Thank you. I believe New York City for some time has had upfront pricing. Can you talk about how that's worked in New York City and how you saw that differing in terms of clients from places that didn't have upfront pricing? Is your upfront pricing nationwide similar to New York City? I was also interested in -- you talked about that first half season assisted would be down. Could you talked about what you expect for the second half of the season?

Tony Bowen -- Chief Financial Officer

I'm not exactly sure what you're alluding to with respect to New York. We have ran various tests that we're constantly doing on different pricing approaches. Several years ago, we used to have a version of a pricing board in our offices. That may be what you're remembering. It's probably been four or five years ago. I think the difference between that and what we're rolling out now is that gave clients and indication of a range of where they may fall based on a particular life situation.

The challenge of that model was the ranges were incredibly wide. You might have a range of $99.00 to $199.00, which isn't that helpful. What we're rolling out this year is every client will know the pricing in its entirety and can place themselves in the appropriate life situation and then whatever particular add-ons they have based on the documents they're bringing into the office to know their exact price.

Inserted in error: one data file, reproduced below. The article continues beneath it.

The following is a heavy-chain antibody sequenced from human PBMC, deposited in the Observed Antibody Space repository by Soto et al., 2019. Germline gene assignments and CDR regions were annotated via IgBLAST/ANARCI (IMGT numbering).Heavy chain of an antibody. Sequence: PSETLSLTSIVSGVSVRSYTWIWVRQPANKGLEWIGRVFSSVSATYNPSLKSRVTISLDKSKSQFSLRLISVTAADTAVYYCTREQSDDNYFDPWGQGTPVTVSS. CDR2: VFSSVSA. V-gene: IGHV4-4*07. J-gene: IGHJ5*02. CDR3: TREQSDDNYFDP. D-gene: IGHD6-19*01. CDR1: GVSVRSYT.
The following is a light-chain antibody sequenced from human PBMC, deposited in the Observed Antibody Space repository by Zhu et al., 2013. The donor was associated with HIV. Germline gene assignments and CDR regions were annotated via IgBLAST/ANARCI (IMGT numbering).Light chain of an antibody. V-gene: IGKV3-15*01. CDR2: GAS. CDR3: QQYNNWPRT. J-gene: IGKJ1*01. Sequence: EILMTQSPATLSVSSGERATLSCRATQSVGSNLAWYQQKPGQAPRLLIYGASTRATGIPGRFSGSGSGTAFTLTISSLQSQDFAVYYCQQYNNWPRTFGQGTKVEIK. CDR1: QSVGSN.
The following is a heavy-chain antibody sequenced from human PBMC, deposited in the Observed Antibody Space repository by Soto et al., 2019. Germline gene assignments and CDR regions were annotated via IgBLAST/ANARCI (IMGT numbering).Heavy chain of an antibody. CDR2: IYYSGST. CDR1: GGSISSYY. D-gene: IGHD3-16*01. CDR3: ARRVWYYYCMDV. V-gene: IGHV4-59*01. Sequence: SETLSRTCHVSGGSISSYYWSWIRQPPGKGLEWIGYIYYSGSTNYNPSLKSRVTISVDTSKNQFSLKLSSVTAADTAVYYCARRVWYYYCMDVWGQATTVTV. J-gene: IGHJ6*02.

The feedback we got from several years ago was it's helpful versus nothing, but it still doesn't tell me my price. Some clients were worried that they were at the top end of the range. So, I think that's specific to what you may be remembering as far as what we would have done in New York. What we are rolling out is nationwide. So, we'll be in every company office. Obviously, franchisees has the ability to opt in.

We're very pleased that we have incredible opt-in rates. The vast majority of franchisees will be following the model on a national level. Franchisees do set their own individual prices. Their price points may be different than the company offices, but they will be following the model because they believe in it so much. We were very pleased to see that result coming out of our franchise.

I think your other question specific to volume -- we're not going to get more specific than saying the first half will be where we expect to see some level of loss given the free EZ promotion. Our goal was to continue to grow clients in all segments, in all parts of the season, whether it be first half or second half, but we just know that given the Free EZ promotion ran through 2/28 last year, it will be a bit of a headwind.